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Diario de Navarra, El Día, El Diario Montañés, La Provincia
Ana Marta Gonzalez
Professor at Philosophy and director of the work, Care and development
Every year, in addition to demands more closely linked to the economic situation of the moment, the first of May becomes an occasion for a broader reflection on work: the place it occupies or should occupy in our lives, the way it structures the whole of social life and intergenerational solidarity.
Recalling the original reason for this celebration ̶ the strike of the Chicago workers in 1886, demanding an 8-hour work workshop ̶ takes us back to a stage of economic and social history to which we associate above all a painful vision of work, almost as a necessary evil to sustain one's life, which in passing consumes it. The strong roots of this vision of work is corroborated by the etymology of the word itself: the "tripalium" designated an instrument of torture.
By contrast, one of the most significant achievements of modern thought was to illuminate a more positive vision of this human reality, which had barely had a chance to emerge: if Adam Smith identified work as the engine of the wealth of nations, Hegel drew attention to the way in which work itself constituted for the subject a means of acquiring a peculiar awareness of himself and his relationship with the world. Working, we not only notice our capacity to transform what we have in our hands, but also the way in which labor activity is shaping ourselves. With this, the work appears not only as a means to something else, but as an active principle of identity staff and a factor of culture.
In order to constitute a positive principle, however, the work must be presented as meaningful in the eyes of the person who performs it, not as a simple external imposition that, instead of enhancing the development staff , contradicts it. And it is precisely this that seems to be most lacking today: the demand for "meaningfulwork ", which can be seen in phenomena such as "the great resignation", reveals that what is at stake in the contemporary world of work is no longer just economic claims, but existential ones; what Hartmut Rosa would describe in terms of "resonance" with the world.
Certainly, economic demands will never cease to be present: after all, we work to live, to support ourselves and our families; that is why we expect a fair wage; moreover, the work that we carry out gives us a place in the world, a concrete way of inserting ourselves in social life, which also shapes our identity. But, in the midst of all this, we hope that the work we perform does not fall into the void, that it is not a holocaust to the god of an increasingly incomprehensible progress, but that it makes sense in our own eyes and in the general whole of our life: ̶ and much ̶ matter ̶ the professional skill and productivity, which objectively qualify our work; but it matters even more not to sacrifice to them what makes the work performed human: the ability to take responsibility for certain tasks and actively contribute to their performance; the attention to the relational and cooperative dimensions involved in their development; the solidary contribution to humanly meaningful goals.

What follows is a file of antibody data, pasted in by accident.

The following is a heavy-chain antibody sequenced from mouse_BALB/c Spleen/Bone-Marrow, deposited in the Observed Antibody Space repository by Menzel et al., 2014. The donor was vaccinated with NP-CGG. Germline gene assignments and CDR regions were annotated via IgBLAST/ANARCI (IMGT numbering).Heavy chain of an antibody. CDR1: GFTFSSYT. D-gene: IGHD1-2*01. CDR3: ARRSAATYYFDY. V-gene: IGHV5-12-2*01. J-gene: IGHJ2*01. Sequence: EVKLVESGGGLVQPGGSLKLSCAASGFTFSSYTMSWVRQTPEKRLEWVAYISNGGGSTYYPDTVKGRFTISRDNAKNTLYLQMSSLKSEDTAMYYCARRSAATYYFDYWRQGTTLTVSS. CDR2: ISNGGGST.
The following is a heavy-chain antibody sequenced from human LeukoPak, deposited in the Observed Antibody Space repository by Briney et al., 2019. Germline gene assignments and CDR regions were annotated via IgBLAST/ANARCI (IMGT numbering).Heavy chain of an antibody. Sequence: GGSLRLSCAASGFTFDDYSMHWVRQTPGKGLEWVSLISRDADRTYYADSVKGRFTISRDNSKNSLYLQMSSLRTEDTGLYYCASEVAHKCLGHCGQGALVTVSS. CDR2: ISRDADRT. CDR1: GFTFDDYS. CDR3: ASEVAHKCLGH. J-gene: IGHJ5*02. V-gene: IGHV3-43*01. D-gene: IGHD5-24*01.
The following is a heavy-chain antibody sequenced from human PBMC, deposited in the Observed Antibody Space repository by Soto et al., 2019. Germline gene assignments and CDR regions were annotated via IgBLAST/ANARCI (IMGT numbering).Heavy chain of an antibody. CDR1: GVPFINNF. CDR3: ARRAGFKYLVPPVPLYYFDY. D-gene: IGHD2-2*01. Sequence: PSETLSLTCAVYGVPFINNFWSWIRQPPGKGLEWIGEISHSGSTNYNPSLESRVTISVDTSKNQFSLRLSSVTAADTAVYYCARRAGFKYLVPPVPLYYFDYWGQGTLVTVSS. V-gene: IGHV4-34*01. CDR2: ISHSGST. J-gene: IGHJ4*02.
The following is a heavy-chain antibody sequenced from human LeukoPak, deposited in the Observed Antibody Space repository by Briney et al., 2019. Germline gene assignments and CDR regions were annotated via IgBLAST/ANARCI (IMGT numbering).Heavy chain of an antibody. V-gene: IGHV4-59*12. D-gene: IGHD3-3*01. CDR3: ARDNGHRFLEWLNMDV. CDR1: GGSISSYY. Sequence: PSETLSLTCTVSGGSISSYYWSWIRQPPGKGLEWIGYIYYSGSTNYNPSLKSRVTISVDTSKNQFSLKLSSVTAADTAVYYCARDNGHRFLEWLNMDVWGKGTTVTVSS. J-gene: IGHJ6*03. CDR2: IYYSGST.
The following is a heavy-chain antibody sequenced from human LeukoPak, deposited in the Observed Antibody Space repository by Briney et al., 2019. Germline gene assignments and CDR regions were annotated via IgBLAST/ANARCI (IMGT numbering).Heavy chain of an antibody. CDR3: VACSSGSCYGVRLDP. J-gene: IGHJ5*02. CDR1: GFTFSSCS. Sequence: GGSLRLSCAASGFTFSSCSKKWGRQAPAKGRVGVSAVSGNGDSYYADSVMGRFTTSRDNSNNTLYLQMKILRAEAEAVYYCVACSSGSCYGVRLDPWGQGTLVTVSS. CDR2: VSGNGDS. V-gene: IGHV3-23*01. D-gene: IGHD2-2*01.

Indeed, work is not simply an abstract factor in the production process; in this respect, many jobs are already being replaced by technology, even if the indefinite multiplication of human needs always gives rise to new jobs. It should be kept in mind, however, that the technical or technological elements are always integrated into a collaborative praxis, aimed at satisfying human needs, and that this is what we strictly speaking call "work", in the genuinely human sense of the word. Thus understood, work has as its protagonists concrete people, who have a greater capacity to contribute to the extent that they know they are supported by their families and colleagues.
Undoubtedly, a healthy work environment generates "relational goods" that favor worker productivity. Hence, as Donati points out, the progressive robotization and "hybridization" of work environments should not be to the detriment of their human components. Keeping in mind the relational goods that support and are generated around work, also allows us to underline the importance of thinking in solidarity with the world of work and care. The fact that care today is distributed among families, the state and the market should not make us forget to what extent the efficiency of the productive fabric, and the human quality of our societies, depends on satisfactorily meeting this need. For this reason, placing a human concept of work at the center of our social model is a way of reorienting the social development towards humanly sustainable parameters.